Online Education Degrees – Your First Step Towards a Bright Career

Are you interested in continuing your education but doesn’t quite have the time to do so? If yes, then why not opt for online education degrees. With the progress in technology, advancing your career through online education seems to be the perfect route to move forward along with keeping a stable job at the same time.

We’ve all put things off until the following day but we do it too often when it comes to the important things like getting educated and getting a life. We sit back in a dull haze for eight hours of the day until we can leave the place we call work and rejoin humanity. Now is the time to act and choose from the many online education degrees. Now is the time to start heading in the right direction. Some of the most prominent education degrees include:

Degree in Elementary Education

Getting an online degree in Elementary Education allows you to teach all the way from kindergarten to fifth grade. This degree aims to equip you with a strong foothold in reading, writing, math, history, computers and social sciences for children. These courses are designed to prepare you to teach a number of major fields of study such as Philosophy of Education, Psychology of Learning, and Teaching Methods.

Degree in Secondary Education

A degree in Secondary Education is intended for those individuals who wish to teach middle and high school students. Here instead of studying all the subjects in general, individuals are most likely to focus the tenure of their studies on a particular subject such as Math, English, and History etc. Studying a particular subject in detail allows you to work on your teaching skills, curriculum development etc.

Degree in Adult Education

As the name suggests, getting an online degree in Adult Education allows you to equip yourself to teach adults. This degree is mostly desirable for those preparing to teach in college or a university. Individuals who plan to pursue this degree must specialize in a particular subject or a field. The various courses involved within this degree program include Adult Psychology, Adult Growth and Development and Program Planning and Development.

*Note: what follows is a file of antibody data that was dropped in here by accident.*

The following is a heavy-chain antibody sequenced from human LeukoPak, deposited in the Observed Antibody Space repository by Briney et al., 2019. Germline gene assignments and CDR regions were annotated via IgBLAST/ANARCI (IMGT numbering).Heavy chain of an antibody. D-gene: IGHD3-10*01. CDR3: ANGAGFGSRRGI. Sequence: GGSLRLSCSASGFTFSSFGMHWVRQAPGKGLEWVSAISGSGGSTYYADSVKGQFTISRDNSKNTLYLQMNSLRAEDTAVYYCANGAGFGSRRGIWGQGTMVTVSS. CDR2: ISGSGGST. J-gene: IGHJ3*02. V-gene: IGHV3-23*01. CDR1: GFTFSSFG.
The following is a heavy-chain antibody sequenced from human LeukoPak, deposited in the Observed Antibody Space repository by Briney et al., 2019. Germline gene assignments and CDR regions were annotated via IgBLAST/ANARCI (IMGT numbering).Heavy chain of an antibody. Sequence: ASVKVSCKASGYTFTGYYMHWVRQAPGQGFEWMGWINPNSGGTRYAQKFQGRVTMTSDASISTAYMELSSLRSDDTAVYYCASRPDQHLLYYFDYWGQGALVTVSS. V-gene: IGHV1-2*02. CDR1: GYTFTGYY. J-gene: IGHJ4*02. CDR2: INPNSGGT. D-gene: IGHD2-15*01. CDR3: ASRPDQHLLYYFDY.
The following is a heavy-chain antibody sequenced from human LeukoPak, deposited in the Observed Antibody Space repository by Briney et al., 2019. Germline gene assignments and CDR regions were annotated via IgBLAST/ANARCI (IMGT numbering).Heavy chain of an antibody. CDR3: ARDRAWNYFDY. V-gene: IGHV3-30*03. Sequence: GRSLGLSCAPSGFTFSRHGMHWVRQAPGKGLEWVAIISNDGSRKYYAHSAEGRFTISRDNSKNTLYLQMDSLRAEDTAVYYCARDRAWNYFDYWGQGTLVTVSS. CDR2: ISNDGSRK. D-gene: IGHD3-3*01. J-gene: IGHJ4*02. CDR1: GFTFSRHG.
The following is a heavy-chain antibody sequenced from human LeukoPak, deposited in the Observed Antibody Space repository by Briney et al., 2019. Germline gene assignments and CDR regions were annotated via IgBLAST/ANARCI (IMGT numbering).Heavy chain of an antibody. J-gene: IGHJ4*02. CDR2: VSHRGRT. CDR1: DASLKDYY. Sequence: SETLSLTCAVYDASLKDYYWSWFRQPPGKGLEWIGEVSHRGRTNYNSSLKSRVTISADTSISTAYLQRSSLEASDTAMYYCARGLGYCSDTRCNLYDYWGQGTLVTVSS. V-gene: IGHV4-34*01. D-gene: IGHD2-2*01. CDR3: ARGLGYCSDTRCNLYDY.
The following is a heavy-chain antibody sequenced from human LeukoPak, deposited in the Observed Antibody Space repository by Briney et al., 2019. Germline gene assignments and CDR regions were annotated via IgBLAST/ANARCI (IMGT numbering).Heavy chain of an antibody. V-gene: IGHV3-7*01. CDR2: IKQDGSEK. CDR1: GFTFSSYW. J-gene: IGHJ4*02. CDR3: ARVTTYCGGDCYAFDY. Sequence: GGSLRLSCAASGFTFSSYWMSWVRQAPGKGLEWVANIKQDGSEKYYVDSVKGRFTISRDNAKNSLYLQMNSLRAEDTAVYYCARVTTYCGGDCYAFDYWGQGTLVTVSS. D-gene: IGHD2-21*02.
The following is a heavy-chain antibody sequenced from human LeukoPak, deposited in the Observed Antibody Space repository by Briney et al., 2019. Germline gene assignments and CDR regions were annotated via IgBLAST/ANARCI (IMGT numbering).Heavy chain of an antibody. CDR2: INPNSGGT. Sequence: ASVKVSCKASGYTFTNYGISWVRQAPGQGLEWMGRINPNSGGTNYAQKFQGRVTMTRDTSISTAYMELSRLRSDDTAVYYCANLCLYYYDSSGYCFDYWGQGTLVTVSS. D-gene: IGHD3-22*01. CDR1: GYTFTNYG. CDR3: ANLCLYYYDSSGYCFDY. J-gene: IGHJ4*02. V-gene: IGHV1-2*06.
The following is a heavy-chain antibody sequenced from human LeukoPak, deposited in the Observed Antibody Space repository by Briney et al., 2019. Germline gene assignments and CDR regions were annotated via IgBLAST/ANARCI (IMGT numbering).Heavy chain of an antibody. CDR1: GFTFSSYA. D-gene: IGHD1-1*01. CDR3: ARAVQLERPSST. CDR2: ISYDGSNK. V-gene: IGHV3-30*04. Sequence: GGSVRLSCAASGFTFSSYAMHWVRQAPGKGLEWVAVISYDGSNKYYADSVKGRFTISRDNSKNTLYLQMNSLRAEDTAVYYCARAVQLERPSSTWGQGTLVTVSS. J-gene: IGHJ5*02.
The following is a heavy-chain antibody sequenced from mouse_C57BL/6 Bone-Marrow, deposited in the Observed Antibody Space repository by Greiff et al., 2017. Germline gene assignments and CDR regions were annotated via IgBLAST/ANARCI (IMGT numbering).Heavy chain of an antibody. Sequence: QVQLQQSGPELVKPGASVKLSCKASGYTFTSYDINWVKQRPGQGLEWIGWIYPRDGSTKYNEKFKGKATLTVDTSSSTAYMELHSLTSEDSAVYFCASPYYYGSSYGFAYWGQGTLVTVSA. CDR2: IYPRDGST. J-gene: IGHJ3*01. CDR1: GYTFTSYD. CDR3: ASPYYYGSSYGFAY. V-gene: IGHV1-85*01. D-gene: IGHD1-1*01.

Getting a degree in education has a vast career scope. So whether you decide to pursue a degree in elementary, secondary or adult education, opting for an online method of study provides you with a number of lucrative benefits. The beauty of this kind of study is that you can fit it in around burger flipping and resisting the urge to break your headset working in a cube farm. You choose what time to study. All you have to do is ensure that you do some study. Hopefully, now that you have significant insight in getting online education degrees, you will thus move ahead wisely and efficiently.

How to Be a Successful Adult Student – Overview of Four Classroom Skills

Having made a decision to be an adult student, there are some classroom skills of which you need to make sure you have a working mastery. In high school, you could get by without really getting a complete grasp of these skills, but this is no longer true when you become an adult learner. These skills include taking notes, taking tests, listening, and participating.